C language Character Construct


#1

In Chapter 14 it compares C’s version of the Objective C example…

I dont understand the point of the line of code:
size_t charCount = strlen(x);
as the variable charCount of type size_t is not used anywhere.

Also strcmp compares a string alphabetically, it does not compare the actual string length?

Did I miss something or is the code imcomplete?

Also why is x free’d but lament is not?


#2

The text indicates that the purpose of showing the C code is to compare it with the equivalent Objective-C. Because length is illustrated for Objective-C, strlen is shown for C. The code isn’t intended to be a complete program.

It’s possible but unlikely that strcmp checks the length of the string at some point. It only needs to scan far enough into each string to determine whether there’s a difference, and in which direction the difference lies, and the length simply doesn’t give you enough information to do much of value here.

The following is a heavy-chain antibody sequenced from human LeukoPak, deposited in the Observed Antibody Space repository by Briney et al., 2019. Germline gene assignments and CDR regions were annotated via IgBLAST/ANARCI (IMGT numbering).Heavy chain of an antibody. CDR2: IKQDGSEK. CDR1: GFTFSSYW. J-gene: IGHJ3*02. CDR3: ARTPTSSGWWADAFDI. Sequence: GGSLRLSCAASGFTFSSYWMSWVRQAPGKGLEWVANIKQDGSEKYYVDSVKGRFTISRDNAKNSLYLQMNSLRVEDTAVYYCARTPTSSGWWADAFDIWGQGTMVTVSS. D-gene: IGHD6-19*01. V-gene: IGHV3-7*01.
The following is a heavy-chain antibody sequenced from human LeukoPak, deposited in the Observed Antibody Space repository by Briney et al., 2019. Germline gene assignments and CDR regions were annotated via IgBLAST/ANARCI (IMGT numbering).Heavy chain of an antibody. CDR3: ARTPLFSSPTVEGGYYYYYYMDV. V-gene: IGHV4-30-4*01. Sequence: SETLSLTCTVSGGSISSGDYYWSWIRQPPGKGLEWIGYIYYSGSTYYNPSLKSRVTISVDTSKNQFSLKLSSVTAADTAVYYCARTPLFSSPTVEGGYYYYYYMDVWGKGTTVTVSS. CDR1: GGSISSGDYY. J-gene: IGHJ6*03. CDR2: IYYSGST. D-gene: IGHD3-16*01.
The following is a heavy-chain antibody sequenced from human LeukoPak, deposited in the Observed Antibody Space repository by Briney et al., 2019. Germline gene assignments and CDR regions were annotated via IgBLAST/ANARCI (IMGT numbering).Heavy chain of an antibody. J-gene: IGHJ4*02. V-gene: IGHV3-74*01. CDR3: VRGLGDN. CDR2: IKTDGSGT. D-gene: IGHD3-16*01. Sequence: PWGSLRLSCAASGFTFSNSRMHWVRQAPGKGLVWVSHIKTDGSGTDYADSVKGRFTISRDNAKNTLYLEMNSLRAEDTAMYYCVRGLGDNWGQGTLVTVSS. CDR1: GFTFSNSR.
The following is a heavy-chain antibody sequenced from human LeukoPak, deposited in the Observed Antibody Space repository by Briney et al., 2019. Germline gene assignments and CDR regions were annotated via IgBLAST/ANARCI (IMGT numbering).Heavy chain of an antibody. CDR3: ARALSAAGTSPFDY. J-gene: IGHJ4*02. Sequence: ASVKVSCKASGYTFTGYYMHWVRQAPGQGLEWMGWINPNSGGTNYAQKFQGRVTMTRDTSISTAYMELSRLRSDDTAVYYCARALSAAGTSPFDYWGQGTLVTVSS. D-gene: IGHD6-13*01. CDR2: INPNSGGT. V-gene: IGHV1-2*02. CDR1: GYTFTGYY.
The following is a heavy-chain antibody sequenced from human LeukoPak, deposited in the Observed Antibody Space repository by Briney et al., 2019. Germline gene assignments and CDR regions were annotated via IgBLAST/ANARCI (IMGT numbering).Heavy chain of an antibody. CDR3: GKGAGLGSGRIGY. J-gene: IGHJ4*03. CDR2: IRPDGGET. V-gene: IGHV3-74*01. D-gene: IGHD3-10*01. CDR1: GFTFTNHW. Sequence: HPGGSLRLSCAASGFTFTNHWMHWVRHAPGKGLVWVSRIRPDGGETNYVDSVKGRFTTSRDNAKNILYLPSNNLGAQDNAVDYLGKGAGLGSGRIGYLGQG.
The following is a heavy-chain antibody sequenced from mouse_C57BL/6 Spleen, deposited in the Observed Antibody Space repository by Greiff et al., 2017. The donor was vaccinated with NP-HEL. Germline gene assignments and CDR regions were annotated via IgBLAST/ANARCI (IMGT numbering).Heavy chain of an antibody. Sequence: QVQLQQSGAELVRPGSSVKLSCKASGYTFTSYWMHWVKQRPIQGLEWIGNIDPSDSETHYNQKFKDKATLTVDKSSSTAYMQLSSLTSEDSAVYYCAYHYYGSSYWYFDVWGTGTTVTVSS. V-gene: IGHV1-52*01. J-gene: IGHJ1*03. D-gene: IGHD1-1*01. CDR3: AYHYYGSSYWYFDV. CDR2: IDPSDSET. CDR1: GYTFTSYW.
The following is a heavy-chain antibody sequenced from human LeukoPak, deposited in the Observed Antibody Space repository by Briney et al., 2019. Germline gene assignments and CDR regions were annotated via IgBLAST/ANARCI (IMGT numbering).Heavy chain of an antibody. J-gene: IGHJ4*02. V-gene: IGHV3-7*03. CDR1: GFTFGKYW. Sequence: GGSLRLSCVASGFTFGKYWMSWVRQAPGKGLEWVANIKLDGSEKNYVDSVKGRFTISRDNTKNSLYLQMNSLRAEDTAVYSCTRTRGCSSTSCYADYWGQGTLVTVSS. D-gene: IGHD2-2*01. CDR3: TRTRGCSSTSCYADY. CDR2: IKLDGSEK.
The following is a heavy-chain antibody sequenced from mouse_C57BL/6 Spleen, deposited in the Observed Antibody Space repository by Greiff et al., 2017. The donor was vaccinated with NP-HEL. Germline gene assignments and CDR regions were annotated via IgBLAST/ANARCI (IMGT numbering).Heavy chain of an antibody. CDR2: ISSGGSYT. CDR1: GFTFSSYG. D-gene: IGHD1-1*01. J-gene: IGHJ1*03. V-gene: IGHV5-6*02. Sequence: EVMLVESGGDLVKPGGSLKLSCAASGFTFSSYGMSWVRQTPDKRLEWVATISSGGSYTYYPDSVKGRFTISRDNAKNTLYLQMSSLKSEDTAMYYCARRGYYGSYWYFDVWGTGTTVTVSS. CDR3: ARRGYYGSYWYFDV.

Simple strcmp implementation:

int strcmp(char *a, char *b) {
  int i;
  for(i = 0; a[i] != '\0' && b[i] != '\0'; i++) {
    if (a[i] < b[i]) {
      return -1;
    } else if (a[i] > b[i]) {
      return 1;
    }
  }
  /* If we reach this far, one of the strings terminated */
  if (a[i] == '\0' && b[i] != '\0') {
    return -1;
  } else if (a[i] != '\0') {
    return 1;
  } else {
    return 0;
  }
}

You’re right, this is just illustrative.

In C (or Objective-C) a string literal is not allocated on the heap, and thus doesn’t need to be freed, if I recall correctly.

If you don’t use malloc, you don’t use free.

In the code below, free would be necessary:

char *lament = (char *)malloc(9 * sizeof(char));
strncpy(lament, "Why me!?", 8);
free(lament);

#3

Ok cheers. Thanks for taking the time to address all my questions, very helpful!